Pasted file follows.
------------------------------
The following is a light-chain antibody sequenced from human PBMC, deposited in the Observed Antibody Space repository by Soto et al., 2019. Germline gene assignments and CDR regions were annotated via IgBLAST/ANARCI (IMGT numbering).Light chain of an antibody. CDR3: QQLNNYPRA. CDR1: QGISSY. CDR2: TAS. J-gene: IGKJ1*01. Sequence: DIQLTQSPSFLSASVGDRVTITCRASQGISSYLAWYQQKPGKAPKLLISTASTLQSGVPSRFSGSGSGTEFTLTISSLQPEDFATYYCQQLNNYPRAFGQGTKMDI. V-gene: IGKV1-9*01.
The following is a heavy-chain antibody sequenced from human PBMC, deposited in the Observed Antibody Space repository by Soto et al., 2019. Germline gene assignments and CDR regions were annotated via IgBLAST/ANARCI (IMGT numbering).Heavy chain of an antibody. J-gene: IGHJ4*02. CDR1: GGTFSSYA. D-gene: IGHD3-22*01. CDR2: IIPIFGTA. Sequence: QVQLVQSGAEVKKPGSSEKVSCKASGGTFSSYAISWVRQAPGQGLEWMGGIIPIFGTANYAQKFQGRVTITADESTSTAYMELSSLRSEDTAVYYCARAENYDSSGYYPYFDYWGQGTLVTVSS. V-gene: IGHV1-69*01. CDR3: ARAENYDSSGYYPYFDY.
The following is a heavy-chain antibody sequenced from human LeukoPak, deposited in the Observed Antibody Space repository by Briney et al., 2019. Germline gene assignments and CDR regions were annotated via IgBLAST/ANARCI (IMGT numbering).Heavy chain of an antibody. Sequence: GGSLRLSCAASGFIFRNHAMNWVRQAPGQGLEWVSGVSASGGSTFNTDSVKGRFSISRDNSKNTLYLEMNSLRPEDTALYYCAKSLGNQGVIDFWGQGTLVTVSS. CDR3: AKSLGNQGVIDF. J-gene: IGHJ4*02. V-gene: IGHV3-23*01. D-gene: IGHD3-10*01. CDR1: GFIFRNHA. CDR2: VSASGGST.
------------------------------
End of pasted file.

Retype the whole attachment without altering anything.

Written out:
The following is a light-chain antibody sequenced from human PBMC, deposited in the Observed Antibody Space repository by Soto et al., 2019. Germline gene assignments and CDR regions were annotated via IgBLAST/ANARCI (IMGT numbering).Light chain of an antibody. CDR3: QQLNNYPRA. CDR1: QGISSY. CDR2: TAS. J-gene: IGKJ1*01. Sequence: DIQLTQSPSFLSASVGDRVTITCRASQGISSYLAWYQQKPGKAPKLLISTASTLQSGVPSRFSGSGSGTEFTLTISSLQPEDFATYYCQQLNNYPRAFGQGTKMDI. V-gene: IGKV1-9*01.
The following is a heavy-chain antibody sequenced from human PBMC, deposited in the Observed Antibody Space repository by Soto et al., 2019. Germline gene assignments and CDR regions were annotated via IgBLAST/ANARCI (IMGT numbering).Heavy chain of an antibody. J-gene: IGHJ4*02. CDR1: GGTFSSYA. D-gene: IGHD3-22*01. CDR2: IIPIFGTA. Sequence: QVQLVQSGAEVKKPGSSEKVSCKASGGTFSSYAISWVRQAPGQGLEWMGGIIPIFGTANYAQKFQGRVTITADESTSTAYMELSSLRSEDTAVYYCARAENYDSSGYYPYFDYWGQGTLVTVSS. V-gene: IGHV1-69*01. CDR3: ARAENYDSSGYYPYFDY.
The following is a heavy-chain antibody sequenced from human LeukoPak, deposited in the Observed Antibody Space repository by Briney et al., 2019. Germline gene assignments and CDR regions were annotated via IgBLAST/ANARCI (IMGT numbering).Heavy chain of an antibody. Sequence: GGSLRLSCAASGFIFRNHAMNWVRQAPGQGLEWVSGVSASGGSTFNTDSVKGRFSISRDNSKNTLYLEMNSLRPEDTALYYCAKSLGNQGVIDFWGQGTLVTVSS. CDR3: AKSLGNQGVIDF. J-gene: IGHJ4*02. V-gene: IGHV3-23*01. D-gene: IGHD3-10*01. CDR1: GFIFRNHA. CDR2: VSASGGST.